Market Beat: The Facebook IPO follow-up |

Market Beat: The Facebook IPO follow-up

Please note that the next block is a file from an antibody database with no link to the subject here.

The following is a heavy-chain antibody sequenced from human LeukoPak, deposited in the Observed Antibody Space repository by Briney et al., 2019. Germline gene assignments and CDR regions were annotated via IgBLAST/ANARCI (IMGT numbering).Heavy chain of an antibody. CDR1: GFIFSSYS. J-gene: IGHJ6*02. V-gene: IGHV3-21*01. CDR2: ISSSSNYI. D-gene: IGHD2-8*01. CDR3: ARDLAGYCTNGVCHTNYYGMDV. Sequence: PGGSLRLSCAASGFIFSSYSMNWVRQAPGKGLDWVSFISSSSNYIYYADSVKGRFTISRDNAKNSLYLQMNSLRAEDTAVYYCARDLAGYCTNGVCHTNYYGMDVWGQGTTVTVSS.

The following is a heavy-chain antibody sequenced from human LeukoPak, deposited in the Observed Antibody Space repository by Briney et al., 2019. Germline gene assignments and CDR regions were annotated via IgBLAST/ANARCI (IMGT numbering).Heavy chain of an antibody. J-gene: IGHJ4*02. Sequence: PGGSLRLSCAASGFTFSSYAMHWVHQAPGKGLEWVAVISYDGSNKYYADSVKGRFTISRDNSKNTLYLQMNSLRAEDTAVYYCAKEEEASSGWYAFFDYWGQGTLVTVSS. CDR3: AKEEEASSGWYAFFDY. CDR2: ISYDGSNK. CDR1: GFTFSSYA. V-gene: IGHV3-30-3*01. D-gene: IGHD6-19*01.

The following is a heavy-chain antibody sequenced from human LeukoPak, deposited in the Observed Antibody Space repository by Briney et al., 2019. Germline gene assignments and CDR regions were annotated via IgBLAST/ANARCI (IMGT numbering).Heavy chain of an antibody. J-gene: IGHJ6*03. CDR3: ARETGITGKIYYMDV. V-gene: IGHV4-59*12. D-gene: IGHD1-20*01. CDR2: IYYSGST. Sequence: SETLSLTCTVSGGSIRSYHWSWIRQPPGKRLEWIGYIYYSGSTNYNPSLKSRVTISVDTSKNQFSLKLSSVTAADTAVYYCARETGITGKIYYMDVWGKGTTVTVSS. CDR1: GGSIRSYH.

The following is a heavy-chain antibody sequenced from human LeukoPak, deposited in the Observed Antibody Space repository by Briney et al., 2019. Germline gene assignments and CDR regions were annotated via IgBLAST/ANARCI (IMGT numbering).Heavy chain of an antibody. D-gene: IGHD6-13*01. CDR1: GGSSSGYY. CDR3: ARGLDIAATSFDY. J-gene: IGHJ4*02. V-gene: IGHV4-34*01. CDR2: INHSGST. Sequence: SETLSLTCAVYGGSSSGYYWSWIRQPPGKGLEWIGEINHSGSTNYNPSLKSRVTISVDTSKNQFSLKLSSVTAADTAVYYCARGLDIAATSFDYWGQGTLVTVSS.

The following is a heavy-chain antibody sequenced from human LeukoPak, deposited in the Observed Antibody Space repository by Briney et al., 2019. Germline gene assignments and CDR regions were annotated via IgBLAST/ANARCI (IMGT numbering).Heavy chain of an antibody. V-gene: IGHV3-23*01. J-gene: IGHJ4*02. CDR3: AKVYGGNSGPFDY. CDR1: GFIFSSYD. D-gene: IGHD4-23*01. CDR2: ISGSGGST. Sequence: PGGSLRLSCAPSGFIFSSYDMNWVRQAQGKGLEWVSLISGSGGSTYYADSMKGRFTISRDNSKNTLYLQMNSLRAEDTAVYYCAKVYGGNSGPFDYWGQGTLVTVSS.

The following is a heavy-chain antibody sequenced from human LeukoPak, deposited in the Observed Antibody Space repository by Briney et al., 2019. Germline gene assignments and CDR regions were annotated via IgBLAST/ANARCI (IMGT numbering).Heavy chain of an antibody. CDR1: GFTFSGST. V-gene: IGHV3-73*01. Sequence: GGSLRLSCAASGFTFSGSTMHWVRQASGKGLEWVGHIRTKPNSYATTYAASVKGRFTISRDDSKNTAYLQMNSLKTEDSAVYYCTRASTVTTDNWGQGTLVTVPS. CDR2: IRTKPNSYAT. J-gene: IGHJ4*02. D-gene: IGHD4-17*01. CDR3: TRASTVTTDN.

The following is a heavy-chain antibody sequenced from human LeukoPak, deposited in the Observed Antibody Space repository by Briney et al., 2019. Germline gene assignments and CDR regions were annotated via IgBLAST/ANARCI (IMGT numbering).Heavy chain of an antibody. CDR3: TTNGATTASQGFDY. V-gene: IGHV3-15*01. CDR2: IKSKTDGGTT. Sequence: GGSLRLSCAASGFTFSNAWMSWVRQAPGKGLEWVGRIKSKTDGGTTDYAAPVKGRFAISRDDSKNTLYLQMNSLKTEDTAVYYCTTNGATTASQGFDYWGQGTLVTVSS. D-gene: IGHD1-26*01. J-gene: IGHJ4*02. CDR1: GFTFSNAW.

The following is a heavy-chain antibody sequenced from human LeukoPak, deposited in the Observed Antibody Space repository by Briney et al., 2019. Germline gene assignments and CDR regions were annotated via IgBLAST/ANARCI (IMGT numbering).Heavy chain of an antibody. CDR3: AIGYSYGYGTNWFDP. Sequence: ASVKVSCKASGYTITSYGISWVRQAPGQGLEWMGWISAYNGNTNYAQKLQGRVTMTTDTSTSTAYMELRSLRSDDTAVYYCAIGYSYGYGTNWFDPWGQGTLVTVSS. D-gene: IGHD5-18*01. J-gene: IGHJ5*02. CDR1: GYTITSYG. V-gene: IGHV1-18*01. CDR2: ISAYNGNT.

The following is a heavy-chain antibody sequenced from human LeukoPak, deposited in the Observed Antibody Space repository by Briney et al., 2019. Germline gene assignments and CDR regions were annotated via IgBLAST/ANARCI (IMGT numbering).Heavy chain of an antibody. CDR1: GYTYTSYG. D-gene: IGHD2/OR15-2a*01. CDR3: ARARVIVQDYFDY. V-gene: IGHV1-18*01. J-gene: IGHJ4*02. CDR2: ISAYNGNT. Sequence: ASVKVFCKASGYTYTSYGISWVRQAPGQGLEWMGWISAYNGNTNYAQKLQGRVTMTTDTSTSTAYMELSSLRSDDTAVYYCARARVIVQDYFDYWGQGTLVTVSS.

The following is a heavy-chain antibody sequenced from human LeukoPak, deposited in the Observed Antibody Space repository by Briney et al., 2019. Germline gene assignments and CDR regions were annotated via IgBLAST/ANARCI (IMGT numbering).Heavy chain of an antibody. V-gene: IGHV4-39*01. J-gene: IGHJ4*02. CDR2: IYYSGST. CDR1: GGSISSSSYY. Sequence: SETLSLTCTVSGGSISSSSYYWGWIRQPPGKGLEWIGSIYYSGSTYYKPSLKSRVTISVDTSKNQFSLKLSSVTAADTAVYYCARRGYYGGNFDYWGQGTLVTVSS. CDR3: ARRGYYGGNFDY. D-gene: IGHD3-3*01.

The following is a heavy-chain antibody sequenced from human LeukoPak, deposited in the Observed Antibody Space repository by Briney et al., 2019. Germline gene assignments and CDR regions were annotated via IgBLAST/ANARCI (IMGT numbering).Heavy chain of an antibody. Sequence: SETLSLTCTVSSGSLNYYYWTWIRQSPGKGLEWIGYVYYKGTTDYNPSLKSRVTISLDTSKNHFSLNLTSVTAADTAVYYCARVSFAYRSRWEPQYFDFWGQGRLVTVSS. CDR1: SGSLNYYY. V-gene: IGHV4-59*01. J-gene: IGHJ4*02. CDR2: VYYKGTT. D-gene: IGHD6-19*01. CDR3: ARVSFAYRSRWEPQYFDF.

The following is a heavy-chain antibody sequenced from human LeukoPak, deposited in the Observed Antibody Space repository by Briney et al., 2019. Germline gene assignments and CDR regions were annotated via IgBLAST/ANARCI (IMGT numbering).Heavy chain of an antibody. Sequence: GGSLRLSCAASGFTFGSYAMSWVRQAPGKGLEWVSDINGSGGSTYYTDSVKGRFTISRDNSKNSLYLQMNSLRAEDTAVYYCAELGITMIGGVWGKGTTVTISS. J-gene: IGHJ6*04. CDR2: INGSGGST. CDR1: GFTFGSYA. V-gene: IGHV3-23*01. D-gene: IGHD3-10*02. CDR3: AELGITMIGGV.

TRUCKEE, Calif. andamp;#8212; Most of you are probably aware that Facebook began trading as a public company on Friday, May 18th. The companyandamp;#8217;s initial public offering was eagerly awaited by investors. The Facebook IPO was one of the most significant new technology offerings in a long time. The stock priced at $38 per share at the high end of its expected range, which gave Facebook a value of more than $100 billion.Trading was supposed to start on Friday, May 18th at 8:00 a.m. Pacific time. Thousands of investors sat at their computers, placed trades and became very disappointed. The trading was delayed due to a technical glitch by about 30 minutes, but even after trading began, the order flow was a mess and investors werenandamp;#8217;t getting confirmation of their trades for hours, which has led to some losses and now lawsuits.On the first day, it traded as high as $45 and the low was $38, which was the IPO price. What that means is that on the first day public investors bought the stock at prices between $38 and $45. Insiders who had shares prior to the public trading were the sellers, so they made out well. Since trading started it has recorded a low price of $30.94 and most recently closed at $31.91.So, who were the winners and who were the losers? Well the underwriters of the offering made more than $100 million from the issue and by selling their extra shares in whatandamp;#8217;s known as a andamp;#8220;greenshoeandamp;#8221; maneuver. The Facebook insiders did fine. Mark Zuckerberg sold about $1.1 billion worth on the first day and his stake was valued at about $19 billion. Bono, the lead singer from U-2, was an original Facebook investor and made $1 billion on the deal and that was more than he has earned in his entire music career.The big losers were the investing public and the market making firms. It looks like the market maker losses will total about $100 million. Citigroup has reported a $20 million loss and Knight Capital and Citadel have reported losses between $30-$35 million. UBS should also have losses but at this point has not made any disclosures.Furthering the controversy are reports that Facebook lowered its business projections just days before the IPO and that Morgan Stanley shared that information with its institutional clients, but did not share that information with its advisors or thousands of individual clients. Several lawsuits have already been filed and there is talk of a Congressional inquiry.It will be interesting to see what plays out over the next few months. I also want to disclose that I am now a Facebook owner andamp;#8212; I picked up a few shares in the days after the IPO, once the price settled, and plan to hold them long term.Kenneth Roberts is a Truckee based Registered Investment Advisor. Information on his money management service can be found at or by calling 775-657-8065. Past performance does not guarantee future results. Consult your financial adviser before purchasing any security.

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